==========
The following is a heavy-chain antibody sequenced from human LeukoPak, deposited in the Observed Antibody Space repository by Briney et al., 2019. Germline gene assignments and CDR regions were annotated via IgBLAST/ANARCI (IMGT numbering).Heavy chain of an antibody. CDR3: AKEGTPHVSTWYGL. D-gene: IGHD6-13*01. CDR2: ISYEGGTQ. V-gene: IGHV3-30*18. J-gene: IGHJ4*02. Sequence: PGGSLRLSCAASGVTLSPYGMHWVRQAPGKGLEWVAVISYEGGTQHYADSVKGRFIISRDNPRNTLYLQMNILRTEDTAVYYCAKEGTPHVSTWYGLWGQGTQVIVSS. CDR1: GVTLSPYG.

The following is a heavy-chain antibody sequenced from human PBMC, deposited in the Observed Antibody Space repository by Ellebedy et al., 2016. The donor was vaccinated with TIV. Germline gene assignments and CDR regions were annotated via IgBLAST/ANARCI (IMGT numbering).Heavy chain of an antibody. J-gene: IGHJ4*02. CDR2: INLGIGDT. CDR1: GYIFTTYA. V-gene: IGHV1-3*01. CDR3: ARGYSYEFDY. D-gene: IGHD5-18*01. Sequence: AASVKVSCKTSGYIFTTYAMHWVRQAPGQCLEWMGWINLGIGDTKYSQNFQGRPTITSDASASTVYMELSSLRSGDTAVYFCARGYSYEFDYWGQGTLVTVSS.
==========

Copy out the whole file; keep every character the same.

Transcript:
The following is a heavy-chain antibody sequenced from human LeukoPak, deposited in the Observed Antibody Space repository by Briney et al., 2019. Germline gene assignments and CDR regions were annotated via IgBLAST/ANARCI (IMGT numbering).Heavy chain of an antibody. CDR3: AKEGTPHVSTWYGL. D-gene: IGHD6-13*01. CDR2: ISYEGGTQ. V-gene: IGHV3-30*18. J-gene: IGHJ4*02. Sequence: PGGSLRLSCAASGVTLSPYGMHWVRQAPGKGLEWVAVISYEGGTQHYADSVKGRFIISRDNPRNTLYLQMNILRTEDTAVYYCAKEGTPHVSTWYGLWGQGTQVIVSS. CDR1: GVTLSPYG.

The following is a heavy-chain antibody sequenced from human PBMC, deposited in the Observed Antibody Space repository by Ellebedy et al., 2016. The donor was vaccinated with TIV. Germline gene assignments and CDR regions were annotated via IgBLAST/ANARCI (IMGT numbering).Heavy chain of an antibody. J-gene: IGHJ4*02. CDR2: INLGIGDT. CDR1: GYIFTTYA. V-gene: IGHV1-3*01. CDR3: ARGYSYEFDY. D-gene: IGHD5-18*01. Sequence: AASVKVSCKTSGYIFTTYAMHWVRQAPGQCLEWMGWINLGIGDTKYSQNFQGRPTITSDASASTVYMELSSLRSGDTAVYFCARGYSYEFDYWGQGTLVTVSS.